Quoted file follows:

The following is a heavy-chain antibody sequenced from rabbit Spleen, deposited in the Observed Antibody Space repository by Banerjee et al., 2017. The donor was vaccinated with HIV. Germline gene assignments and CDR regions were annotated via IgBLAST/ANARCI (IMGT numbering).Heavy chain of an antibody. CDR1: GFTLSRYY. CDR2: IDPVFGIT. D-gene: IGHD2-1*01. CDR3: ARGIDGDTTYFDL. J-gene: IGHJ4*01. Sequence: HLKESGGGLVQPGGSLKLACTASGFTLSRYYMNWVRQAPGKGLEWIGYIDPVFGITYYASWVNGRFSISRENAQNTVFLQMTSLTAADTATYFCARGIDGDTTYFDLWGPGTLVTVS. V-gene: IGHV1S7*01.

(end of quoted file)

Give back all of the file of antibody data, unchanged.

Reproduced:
The following is a heavy-chain antibody sequenced from rabbit Spleen, deposited in the Observed Antibody Space repository by Banerjee et al., 2017. The donor was vaccinated with HIV. Germline gene assignments and CDR regions were annotated via IgBLAST/ANARCI (IMGT numbering).Heavy chain of an antibody. CDR1: GFTLSRYY. CDR2: IDPVFGIT. D-gene: IGHD2-1*01. CDR3: ARGIDGDTTYFDL. J-gene: IGHJ4*01. Sequence: HLKESGGGLVQPGGSLKLACTASGFTLSRYYMNWVRQAPGKGLEWIGYIDPVFGITYYASWVNGRFSISRENAQNTVFLQMTSLTAADTATYFCARGIDGDTTYFDLWGPGTLVTVS. V-gene: IGHV1S7*01.